Difficulty of TAKS is below average, study says
09:47 PM CDT on Wednesday, October 3, 2007
By TERRENCE STUTZ / The Dallas Morning News
AUSTIN – Tests used by Texas and other states to measure students' academic progress have created a false impression of success – particularly in reading and in elementary grades – according to a new study by a conservative think tank that evaluated testing programs in 26 states.
The study by the Thomas B. Fordham Institute found that the Texas Assessment of Knowledge and Skills, or TAKS, is below average in terms of difficulty, although the level of difficulty on the test increased from 2003 to 2006 – the two testing years that were examined by researchers.
"Texas is one of the few states in this study whose cut scores [minimum required proficiency levels] have become more challenging over time. Even so, the state's expectations are not consistent from one grade to the next and policymakers should consider more closely calibrating them to ensure equivalent difficulty at all grades," the study said.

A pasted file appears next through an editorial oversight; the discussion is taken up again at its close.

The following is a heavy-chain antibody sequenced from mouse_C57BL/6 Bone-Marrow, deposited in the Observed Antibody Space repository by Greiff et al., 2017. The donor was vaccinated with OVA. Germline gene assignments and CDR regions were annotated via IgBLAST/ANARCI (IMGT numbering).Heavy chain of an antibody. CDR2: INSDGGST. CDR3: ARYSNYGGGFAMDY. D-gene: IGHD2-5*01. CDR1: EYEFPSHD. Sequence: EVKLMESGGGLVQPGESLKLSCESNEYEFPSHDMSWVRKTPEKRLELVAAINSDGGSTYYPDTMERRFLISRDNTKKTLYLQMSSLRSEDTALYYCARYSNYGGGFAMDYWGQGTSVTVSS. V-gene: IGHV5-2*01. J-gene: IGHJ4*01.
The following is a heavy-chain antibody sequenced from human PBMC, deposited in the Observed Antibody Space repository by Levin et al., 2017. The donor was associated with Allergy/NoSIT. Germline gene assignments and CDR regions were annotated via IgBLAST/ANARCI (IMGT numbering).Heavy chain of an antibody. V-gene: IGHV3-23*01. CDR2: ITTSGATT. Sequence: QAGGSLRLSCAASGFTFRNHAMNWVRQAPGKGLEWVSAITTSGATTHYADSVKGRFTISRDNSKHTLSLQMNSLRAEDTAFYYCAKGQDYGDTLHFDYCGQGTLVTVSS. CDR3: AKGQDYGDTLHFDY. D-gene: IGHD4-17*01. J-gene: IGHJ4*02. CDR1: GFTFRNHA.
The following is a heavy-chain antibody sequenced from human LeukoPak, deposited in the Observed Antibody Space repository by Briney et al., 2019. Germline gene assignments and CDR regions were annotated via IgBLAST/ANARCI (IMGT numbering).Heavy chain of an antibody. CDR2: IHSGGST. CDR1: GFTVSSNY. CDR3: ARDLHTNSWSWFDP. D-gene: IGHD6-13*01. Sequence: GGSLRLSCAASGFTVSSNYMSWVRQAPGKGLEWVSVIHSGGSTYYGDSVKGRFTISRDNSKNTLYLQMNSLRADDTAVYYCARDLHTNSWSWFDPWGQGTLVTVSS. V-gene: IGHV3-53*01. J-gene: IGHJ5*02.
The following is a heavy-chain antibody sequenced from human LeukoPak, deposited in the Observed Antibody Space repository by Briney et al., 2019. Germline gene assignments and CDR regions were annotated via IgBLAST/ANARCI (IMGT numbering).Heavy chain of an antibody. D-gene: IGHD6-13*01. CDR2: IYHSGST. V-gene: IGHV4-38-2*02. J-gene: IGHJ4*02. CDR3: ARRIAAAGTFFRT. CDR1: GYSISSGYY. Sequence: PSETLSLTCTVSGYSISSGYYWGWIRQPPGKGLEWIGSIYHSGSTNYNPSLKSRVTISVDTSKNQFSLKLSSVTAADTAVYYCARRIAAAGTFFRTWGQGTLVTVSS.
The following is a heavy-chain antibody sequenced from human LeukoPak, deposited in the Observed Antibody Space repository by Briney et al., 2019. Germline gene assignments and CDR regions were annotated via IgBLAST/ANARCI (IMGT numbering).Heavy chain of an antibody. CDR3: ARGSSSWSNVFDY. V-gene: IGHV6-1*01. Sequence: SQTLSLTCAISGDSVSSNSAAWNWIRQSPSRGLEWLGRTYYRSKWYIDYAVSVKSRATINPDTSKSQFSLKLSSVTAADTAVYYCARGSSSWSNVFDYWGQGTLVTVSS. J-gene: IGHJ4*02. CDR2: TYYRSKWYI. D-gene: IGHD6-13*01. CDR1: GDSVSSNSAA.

Researchers for the Fordham Institute and the Northwest Evaluation Association, which co-sponsored the study, said that Texas' "cutoff scores" for math and reading proficiency in most grades are below the median level of difficulty for the 26 states in the study.
Chester E. Finn, president of the institute who served as assistant secretary of education in the Reagan administration, said the study highlights a central flaw in the No Child Left Behind Act – allowing states to set their own definition of what constitutes proficiency on their state tests.